The relationship between Mr Ashby and Dr Kilduff ended in 2005 in bad circumstances.  Bernard Livesey QC, sitting as a Deputy Judge of the Chancery Division, made pretty devastating findings of fact about each of these parties – on Mr Ashby, “… he would in my judgment be quite prepared to tell a pack of lies if he believed it was just for him and in his interests to do so, in which case he could quite easily persuade himself of the truth and accuracy of an inaccurate account” (at [49]); on Dr Kilduff, “[Mr Ashby] was a generous giver in the extreme and Dr Kilduff appears not often to have turned down an opportunity to receive” and he “… has used all means at his disposal to argue his case, even to the extent of disclosing matters which he would know would be likely to humiliate Mr Ashby and gravely injure his feelings” (at [51]-[52]).

The Deputy Judge then made findings of fact which effectively disposed of the matter:

(1) the purported sale of the flat was genuine and there was no obligation on Dr Kilduff to allow Mr Ashby to remain in the property for the rest of his life.

(2) Mr Ashby paid rent and this was shown by reference to his cheque book pay stubs, movement of money by standing order between bank accounts, income tax and CGT returns.

(3) Mr Ashby’s evidence to this court about his evidence in the matrimonial proceedings was “highly unlikely” to have been accurately reported.

(4) The discussion in the Thai restaurant probably did not take place (and did not appear in their witness statements for this trial).

(5) Whether or not the assured shorthold (reported as a shorthold tenancy agreement protected by the Rent Acts, shurely a mistake) was technically valid, neither party was “troubled by the niceties of the obligations”, it negated Mr Ashby’s claim for a beneficial interest.

(6) The kitchen expenditure was too long past to be of any use (and preceded the matrimonial proceedings)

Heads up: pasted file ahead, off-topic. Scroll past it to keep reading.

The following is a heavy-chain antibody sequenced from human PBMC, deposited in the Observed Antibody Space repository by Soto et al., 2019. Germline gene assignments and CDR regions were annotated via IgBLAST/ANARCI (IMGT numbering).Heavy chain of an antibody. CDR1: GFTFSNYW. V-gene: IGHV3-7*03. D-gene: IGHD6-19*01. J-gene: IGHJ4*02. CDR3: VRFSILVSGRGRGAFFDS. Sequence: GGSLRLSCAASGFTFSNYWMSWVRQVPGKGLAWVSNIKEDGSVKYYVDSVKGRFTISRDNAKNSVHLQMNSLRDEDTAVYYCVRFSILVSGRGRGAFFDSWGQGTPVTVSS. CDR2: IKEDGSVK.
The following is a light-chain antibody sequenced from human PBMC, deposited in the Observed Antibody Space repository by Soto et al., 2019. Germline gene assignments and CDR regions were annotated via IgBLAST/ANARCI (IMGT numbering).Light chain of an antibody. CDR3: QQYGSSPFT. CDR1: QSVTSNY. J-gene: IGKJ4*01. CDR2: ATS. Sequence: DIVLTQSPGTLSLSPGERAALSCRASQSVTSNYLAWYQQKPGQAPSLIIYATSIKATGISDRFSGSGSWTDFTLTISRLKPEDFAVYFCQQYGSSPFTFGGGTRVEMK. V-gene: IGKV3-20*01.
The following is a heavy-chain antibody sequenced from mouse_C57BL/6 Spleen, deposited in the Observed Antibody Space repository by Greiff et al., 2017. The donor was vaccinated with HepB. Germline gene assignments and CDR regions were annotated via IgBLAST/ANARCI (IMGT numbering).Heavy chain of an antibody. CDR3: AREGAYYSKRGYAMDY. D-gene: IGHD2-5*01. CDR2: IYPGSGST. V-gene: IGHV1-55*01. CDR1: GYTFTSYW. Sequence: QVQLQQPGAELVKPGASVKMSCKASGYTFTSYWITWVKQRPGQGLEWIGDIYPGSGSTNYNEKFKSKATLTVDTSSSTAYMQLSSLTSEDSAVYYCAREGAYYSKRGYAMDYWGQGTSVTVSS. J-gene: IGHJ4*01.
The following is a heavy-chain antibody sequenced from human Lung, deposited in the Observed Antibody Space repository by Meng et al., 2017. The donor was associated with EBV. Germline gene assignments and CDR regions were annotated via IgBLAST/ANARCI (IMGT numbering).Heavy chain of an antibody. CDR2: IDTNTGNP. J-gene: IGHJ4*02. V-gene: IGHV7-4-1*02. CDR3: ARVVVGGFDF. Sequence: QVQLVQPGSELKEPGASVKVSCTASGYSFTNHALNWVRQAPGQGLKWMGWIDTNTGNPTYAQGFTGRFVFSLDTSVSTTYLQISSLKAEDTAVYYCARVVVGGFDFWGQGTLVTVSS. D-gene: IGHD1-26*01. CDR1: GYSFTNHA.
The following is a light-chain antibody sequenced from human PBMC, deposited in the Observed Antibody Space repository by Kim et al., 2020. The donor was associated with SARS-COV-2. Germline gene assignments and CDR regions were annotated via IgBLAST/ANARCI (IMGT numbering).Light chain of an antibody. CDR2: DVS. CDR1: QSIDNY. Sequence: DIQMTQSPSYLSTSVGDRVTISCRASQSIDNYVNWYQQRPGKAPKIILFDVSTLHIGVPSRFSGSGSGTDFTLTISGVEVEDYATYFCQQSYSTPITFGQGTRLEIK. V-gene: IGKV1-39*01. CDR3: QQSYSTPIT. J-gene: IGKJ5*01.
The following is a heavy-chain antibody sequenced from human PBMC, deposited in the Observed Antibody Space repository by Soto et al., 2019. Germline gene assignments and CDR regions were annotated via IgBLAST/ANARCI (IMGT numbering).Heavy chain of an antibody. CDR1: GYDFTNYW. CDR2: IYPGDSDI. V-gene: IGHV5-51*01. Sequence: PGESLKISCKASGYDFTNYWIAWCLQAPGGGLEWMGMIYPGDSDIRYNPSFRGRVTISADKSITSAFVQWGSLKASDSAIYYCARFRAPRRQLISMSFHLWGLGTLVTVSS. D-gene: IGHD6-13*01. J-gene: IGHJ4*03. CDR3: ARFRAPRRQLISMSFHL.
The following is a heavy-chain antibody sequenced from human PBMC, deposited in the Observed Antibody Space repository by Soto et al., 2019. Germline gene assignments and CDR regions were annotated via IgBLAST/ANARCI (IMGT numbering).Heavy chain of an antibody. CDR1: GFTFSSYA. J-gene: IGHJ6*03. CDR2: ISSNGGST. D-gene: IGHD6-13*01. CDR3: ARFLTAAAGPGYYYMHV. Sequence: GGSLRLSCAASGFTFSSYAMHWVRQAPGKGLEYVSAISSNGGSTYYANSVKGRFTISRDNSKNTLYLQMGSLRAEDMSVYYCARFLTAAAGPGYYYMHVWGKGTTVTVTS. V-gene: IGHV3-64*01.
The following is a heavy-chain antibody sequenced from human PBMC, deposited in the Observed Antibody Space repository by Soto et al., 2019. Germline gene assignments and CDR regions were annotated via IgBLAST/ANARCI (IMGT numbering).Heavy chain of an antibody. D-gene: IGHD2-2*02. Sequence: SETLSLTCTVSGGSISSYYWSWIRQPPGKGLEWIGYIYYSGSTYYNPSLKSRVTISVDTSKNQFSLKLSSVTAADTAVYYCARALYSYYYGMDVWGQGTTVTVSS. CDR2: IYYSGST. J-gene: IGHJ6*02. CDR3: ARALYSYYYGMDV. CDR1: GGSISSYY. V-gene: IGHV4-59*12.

(7) The £10k on electrics was a different matter and created a proprietary estoppel interest in Mr Ashby’s favour on the basis of an implied representation by Dr Kilduff (by which one presumes the Deputy Judge meant that he stood by whilst Mr Ashby made the improvements, a la Lord Wensleydale in Ramsden v Dyson (1866) LR 1 HL 129).  (An argument that it gave him a CT under Stack was disposed of by the Deputy Judge saying, mysteriously, “I do not find the ration of this case entirely easy to reconcile to the facts of the present case”: [71]).  I cannot say that the Deputy Judge dealt with these points particularly well, but, equally, I can’t see either party appealing.  The Deputy Judge left it to the parties to agree how to satisfy the equity (either repayment or rent free licence for a period).

(8) As regards the Manchester property this was held on an express beneficial joint tenancy, subject to a trust that Mr Ashby was responsible for all outgoings and entitled to the income from the property during his lifetime.  Again, this is not particularly well dealt with.  The starting point must be right (Goodman v Gallant is the authority I use [but take your pick], the Deputy Judge didn’t bother with authority), but superimposed on that is a further express (presumably) sub-trust (hmm, formalities? effect on express jt?).

Posted in Trusts and Estoppel.

Leave a Reply (We can't offer advice on individual issues)

This site uses Akismet to reduce spam. Learn how your comment data is processed.